The motion is a disfavored motion, with the burden on the plaintiff. Fed.R.Civ.P. 26 requires that good cause be shown for a protective order. United States v. Purdome, 30 F.R.D. 338, at 341 (D.C.Mo.1962). This puts the burden on the party seeking relief to show some plainly adequate reason for the order. Glick v. McKesson & Robbins, Inc., 10 F.R.D. 477 (D.C.Mo.1950). The courts have insisted on a particular and specific demonstration of fact, as distinguished from conclusory statements, in order to establish good cause. White v. Wirtz, 402 F.2d 145 (10th Cir. 1968) and Essex Wire Corp. v. Eastern Elec. Sales Co., 48 F.R.D. 308 (D.C.Pa.1969). As a disfavored motion, it will be denied if there is any set of circumstances under which the pleaded affirmative defense of fraud could succeed. Carter-Wallace, Inc. v. Riverton Laboratories, Inc., 47 F.R.D. 366 (S.D.N.Y.1969).
There is sufficient evidence in the record, provided by answers by plaintiff to defendant's requests for admissions and in answers to interrogatories, to supply a factual basis supporting defendant's claimed defense of fraud by the plaintiff. Therefore, plaintiff's motion should be denied.
Plaintiff alleges defendant has no standing to raise the defense of fraud. Plaintiff's brief in support of the motion states that defendant cannot take advantage of plaintiff's fraud because " defendant was not a party to any transaction involving plaintiff's applications to any of the insurance companies allegedly involved in this scheme to overinsure himself . . . ." (Pl. Br. p. 3).
Does defendant have standing, in an action under the Fair Credit Reporting Act, to allege and prove plaintiff's fraudulent acts and conduct in connection with his applications for insurance to some 40 insurance companies? The Act sets the statutory pattern governing the relationship between consumers applying for insurance, insurance companies, and the consumer credit reporting agencies acting as agents of the insurance companies in investigating and making consumer reports to insurance companies about applicants for insurance. See 15 U.S.C.A. 1681 et seq.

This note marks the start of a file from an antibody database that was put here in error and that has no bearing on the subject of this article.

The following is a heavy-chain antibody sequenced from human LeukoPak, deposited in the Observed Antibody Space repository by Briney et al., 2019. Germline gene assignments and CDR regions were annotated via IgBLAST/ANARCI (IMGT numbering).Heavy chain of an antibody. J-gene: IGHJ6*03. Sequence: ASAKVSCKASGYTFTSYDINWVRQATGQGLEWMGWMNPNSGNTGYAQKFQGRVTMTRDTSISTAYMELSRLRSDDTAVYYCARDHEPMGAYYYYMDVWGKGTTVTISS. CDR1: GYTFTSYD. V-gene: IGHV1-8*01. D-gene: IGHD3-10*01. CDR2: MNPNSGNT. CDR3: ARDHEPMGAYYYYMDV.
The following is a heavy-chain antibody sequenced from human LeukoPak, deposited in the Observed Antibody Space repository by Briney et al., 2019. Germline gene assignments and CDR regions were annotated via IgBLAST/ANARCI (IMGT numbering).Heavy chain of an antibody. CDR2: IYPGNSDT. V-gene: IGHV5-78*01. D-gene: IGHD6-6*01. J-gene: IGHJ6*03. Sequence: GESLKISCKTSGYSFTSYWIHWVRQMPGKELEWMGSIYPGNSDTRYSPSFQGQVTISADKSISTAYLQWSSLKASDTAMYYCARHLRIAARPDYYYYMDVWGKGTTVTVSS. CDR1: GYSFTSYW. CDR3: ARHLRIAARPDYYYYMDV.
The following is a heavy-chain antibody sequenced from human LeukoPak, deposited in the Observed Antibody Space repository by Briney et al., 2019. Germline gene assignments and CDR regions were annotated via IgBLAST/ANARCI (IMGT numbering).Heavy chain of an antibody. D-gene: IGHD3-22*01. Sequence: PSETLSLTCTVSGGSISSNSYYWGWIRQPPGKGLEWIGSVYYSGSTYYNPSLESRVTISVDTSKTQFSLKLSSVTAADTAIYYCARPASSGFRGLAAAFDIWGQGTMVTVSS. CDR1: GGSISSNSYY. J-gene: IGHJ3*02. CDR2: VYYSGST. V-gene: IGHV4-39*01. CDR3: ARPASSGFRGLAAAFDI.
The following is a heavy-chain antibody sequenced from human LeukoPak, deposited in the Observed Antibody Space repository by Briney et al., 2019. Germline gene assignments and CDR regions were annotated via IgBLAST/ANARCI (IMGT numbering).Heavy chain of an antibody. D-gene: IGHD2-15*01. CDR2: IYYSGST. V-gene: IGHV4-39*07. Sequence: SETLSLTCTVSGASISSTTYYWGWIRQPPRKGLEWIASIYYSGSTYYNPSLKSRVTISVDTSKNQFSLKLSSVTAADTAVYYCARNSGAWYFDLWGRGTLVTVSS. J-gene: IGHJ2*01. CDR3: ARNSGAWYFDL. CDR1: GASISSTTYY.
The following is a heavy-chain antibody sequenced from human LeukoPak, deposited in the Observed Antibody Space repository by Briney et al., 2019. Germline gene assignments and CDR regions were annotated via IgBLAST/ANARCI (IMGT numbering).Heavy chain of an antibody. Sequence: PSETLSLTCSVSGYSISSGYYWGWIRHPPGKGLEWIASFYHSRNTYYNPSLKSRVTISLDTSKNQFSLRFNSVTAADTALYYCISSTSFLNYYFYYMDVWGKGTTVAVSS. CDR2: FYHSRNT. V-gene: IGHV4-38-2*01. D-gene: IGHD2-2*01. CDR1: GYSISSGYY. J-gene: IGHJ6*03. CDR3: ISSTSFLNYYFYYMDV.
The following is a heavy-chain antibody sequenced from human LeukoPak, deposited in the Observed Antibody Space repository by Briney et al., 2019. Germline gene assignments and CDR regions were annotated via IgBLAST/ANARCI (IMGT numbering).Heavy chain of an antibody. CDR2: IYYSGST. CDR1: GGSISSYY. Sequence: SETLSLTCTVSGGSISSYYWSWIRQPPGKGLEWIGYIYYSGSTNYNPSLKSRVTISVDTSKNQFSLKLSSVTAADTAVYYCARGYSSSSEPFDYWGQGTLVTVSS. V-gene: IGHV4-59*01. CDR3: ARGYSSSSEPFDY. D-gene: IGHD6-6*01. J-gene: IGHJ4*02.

The basis of plaintiff's motion is the claim that defendant cannot complain of plaintiff's fraudulent acts and conduct because his fraud only harmed the insurance companies and did not harm the defendant; that is, the defendant was a " stranger" to the insurance transactions of the plaintiff. By law, under the Fair Credit Reporting Act, a consumer reporting agency cannot be a " stranger" to insurance applications made by an applicant for insurance, when the credit reporting agency is made the insurance company's agent to investigate and report on the insurance applicant's representations in his insurance applications. The Fair Credit Reporting Act creates a statutory relationship where consumer reporting agencies, which exist to serve and report to insurance companies concerning consumer applicants, must report to the applicants the information collected concerning them that is to be turned over to the insurance company. Far from being " strangers" to this three-sided relationship created by the Fair Credit Reporting Act, the consumer reporting agencies are thrust into the center of the relationship by the Act itself. The key that sets the statutory pattern into motion is the consumer's application for insurance.
Therefore, defendant Retail Credit Company is not a " stranger" to the transactions involved and it does have standing to raise the defense of fraud. For this reason, also, plaintiff's motion should be denied.
Plaintiff's Motion in Limine is DENIED.
IT IS SO ORDERED.